7 Odd Ball Cars That Could Only Come From The ’60s
Here Are 7 Seriosuly Odd Cars That Were Created In The ’60s!
Updated September 30, 2018
The 60s were a time of change, in cars as will as the culture. Compare the cars here from the early 60s to those from later in the decade and you’ll see.
The flash, chrome, and fins had given way to a more authentic look. Cars looked like what they were supposed to be be: a sports car looked like a sports car, a sedan like a sedan, so forth. In fact, it’s actually quite difficult to find truly odd cars made in the 1960s from American manufacturers, which hints that it may well be universally recognized as a high point in automotive design.
Launched in 1960 as a stand-alone brand, by 1961 the Valiant had become a Plymouth. The Valiant and its Dodge twin were Chrysler‘s entries in the economy car segment, targeting the Falcon, Corvair, Rambler, and Volkswagen plus other imports. While none of the previous cars would be called beautiful, the Valiant certain falls on the low end of the attractiveness scale. The work of Chrysler designer Virgil Exner, who couldn’t seem to leave the ’50s behind (more later) the Valiant was less of a cohesive design and more a collection of Exner’s favorite styling cues (the sculpted line of the front fenders, the grille from a 1957 Chrysler 300, sculpted rear fenders that ended as a small tail fins, and the false spare tire cover on the trunk lid (sometime unkindly referred to as the toilet seat”.
1961 Chevrolet Corvair Pickup
Ford had introduced its first generation Falcon-based Econoline for the 1961 model year. It was offered in two version initially, a three-door van and a two-door pick-up. The Econoline was described as a COE (Cab Over Engine) even though the engine sat under a cover between the front seats. Also introduced for the ’61 model was the far less conventional Corvair vans and trucks. With its rear-mounted engine, the van was very similar to the VW microbus. The truck was completely different, offering a Rampside version with a very low cargo floor accessed by a drop-down tailgate that reached the ground – making loading and unloading heavy items relatively easy. However, fleets wants a similar vehicle and by 1964 both Dodge and Chevrolet had vans based on the general 1960 Ford configuration.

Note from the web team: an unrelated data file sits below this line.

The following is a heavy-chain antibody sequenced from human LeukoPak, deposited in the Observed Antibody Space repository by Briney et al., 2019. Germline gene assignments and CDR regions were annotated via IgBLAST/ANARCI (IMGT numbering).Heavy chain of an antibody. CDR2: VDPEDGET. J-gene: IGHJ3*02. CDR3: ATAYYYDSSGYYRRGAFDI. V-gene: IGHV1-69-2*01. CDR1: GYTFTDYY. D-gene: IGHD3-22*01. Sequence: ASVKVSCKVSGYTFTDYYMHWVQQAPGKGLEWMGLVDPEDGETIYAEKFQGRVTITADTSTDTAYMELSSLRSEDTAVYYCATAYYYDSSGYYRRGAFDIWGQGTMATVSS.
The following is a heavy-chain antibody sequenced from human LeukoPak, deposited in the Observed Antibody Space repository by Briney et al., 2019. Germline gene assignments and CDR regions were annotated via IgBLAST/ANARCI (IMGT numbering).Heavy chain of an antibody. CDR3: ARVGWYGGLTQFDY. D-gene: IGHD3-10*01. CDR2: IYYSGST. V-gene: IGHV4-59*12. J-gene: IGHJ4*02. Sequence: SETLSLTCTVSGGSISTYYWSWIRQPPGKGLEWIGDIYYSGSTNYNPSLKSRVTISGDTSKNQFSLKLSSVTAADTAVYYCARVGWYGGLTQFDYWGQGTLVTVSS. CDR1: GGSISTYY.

1960 Studebaker Champ
Competing against the marketing might and new products from GM and Ford, Studebaker frantically tooled up a restyled line of light-duty trucks for 1960 – its first since mid-1948. The front half of the ’59 Lark sedan body were grafted onto the aged 1948 (leaf springs all-around) truck chassis to created a new line of trucks, called Champ. So ancient was all the technology that the base engine was still a flathead. At first Studebaker attempted to use the existing semi-stepside bed from the previous truck, then purchased the tooling from Dodge for a bed that looked two sizes too big compared to the compact car based cab.
1961 Chrysler Imperial
Back to our friend Virgil Exner, head of design for Chrysler. I was torn between which of two photos to share with you, the 1961 Imperial with the more outlandish rear, or the 1961 with the more outlandish front. First, an aside. At this point both Cadillac and Lincoln had significantly toned down their designs, Cadillac, graceful with sharp creases, and the more formal, conservative Continental. Compare those cars against either of these Imperials. The 1961 shown below demonstrates that Exner, unlike the rest of the auto industry wasn’t willing to give up on tail fins. In face, he perched tail lamps that looked like gun sites on top of them. And where the rest of the rest of the industry was moving toward the authentic, Exner included the faux spare tire carrier on the truck. BTW, the 1961-1963 models had a toned-down rear, but the headlights were mounted ahead of the body in chrome shells, like fog lights. By 1964 Chrysler was losing a great number of sales to Lincoln and the Imperial became a near clone of the Continental.